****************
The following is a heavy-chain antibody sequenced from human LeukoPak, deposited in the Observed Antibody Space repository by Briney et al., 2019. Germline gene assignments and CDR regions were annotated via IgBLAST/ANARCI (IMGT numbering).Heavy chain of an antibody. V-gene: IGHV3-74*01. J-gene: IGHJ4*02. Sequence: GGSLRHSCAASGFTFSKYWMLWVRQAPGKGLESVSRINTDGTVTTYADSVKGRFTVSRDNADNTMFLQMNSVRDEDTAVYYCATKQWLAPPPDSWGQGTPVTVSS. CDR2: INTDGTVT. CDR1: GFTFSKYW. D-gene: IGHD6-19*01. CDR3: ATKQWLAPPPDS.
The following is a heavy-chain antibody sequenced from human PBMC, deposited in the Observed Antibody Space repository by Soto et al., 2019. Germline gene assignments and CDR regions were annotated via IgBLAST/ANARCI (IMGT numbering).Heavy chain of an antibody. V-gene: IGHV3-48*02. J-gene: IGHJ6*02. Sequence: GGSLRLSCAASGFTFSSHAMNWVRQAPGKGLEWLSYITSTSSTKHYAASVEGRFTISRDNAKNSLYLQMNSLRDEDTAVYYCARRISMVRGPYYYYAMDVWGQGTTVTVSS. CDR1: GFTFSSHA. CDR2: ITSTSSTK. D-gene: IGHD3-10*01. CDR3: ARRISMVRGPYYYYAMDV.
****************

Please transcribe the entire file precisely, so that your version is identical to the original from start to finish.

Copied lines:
The following is a heavy-chain antibody sequenced from human LeukoPak, deposited in the Observed Antibody Space repository by Briney et al., 2019. Germline gene assignments and CDR regions were annotated via IgBLAST/ANARCI (IMGT numbering).Heavy chain of an antibody. V-gene: IGHV3-74*01. J-gene: IGHJ4*02. Sequence: GGSLRHSCAASGFTFSKYWMLWVRQAPGKGLESVSRINTDGTVTTYADSVKGRFTVSRDNADNTMFLQMNSVRDEDTAVYYCATKQWLAPPPDSWGQGTPVTVSS. CDR2: INTDGTVT. CDR1: GFTFSKYW. D-gene: IGHD6-19*01. CDR3: ATKQWLAPPPDS.
The following is a heavy-chain antibody sequenced from human PBMC, deposited in the Observed Antibody Space repository by Soto et al., 2019. Germline gene assignments and CDR regions were annotated via IgBLAST/ANARCI (IMGT numbering).Heavy chain of an antibody. V-gene: IGHV3-48*02. J-gene: IGHJ6*02. Sequence: GGSLRLSCAASGFTFSSHAMNWVRQAPGKGLEWLSYITSTSSTKHYAASVEGRFTISRDNAKNSLYLQMNSLRDEDTAVYYCARRISMVRGPYYYYAMDVWGQGTTVTVSS. CDR1: GFTFSSHA. CDR2: ITSTSSTK. D-gene: IGHD3-10*01. CDR3: ARRISMVRGPYYYYAMDV.